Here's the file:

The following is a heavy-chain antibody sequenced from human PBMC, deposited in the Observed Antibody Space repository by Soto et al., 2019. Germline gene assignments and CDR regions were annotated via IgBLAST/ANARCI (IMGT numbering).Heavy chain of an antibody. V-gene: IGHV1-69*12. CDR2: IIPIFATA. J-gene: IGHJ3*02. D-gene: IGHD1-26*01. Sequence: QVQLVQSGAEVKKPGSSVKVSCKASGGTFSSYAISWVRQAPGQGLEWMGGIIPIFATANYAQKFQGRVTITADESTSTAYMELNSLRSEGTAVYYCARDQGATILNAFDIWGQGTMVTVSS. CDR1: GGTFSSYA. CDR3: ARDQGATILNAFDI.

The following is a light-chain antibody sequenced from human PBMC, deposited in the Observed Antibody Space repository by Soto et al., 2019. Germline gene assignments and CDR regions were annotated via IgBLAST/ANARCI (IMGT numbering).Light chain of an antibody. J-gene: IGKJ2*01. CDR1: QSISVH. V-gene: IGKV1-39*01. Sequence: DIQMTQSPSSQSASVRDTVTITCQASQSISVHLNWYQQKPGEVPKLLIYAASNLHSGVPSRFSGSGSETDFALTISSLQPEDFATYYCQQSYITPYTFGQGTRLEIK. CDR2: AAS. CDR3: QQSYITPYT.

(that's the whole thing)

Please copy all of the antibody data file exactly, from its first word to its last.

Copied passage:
The following is a heavy-chain antibody sequenced from human PBMC, deposited in the Observed Antibody Space repository by Soto et al., 2019. Germline gene assignments and CDR regions were annotated via IgBLAST/ANARCI (IMGT numbering).Heavy chain of an antibody. V-gene: IGHV1-69*12. CDR2: IIPIFATA. J-gene: IGHJ3*02. D-gene: IGHD1-26*01. Sequence: QVQLVQSGAEVKKPGSSVKVSCKASGGTFSSYAISWVRQAPGQGLEWMGGIIPIFATANYAQKFQGRVTITADESTSTAYMELNSLRSEGTAVYYCARDQGATILNAFDIWGQGTMVTVSS. CDR1: GGTFSSYA. CDR3: ARDQGATILNAFDI.

The following is a light-chain antibody sequenced from human PBMC, deposited in the Observed Antibody Space repository by Soto et al., 2019. Germline gene assignments and CDR regions were annotated via IgBLAST/ANARCI (IMGT numbering).Light chain of an antibody. J-gene: IGKJ2*01. CDR1: QSISVH. V-gene: IGKV1-39*01. Sequence: DIQMTQSPSSQSASVRDTVTITCQASQSISVHLNWYQQKPGEVPKLLIYAASNLHSGVPSRFSGSGSETDFALTISSLQPEDFATYYCQQSYITPYTFGQGTRLEIK. CDR2: AAS. CDR3: QQSYITPYT.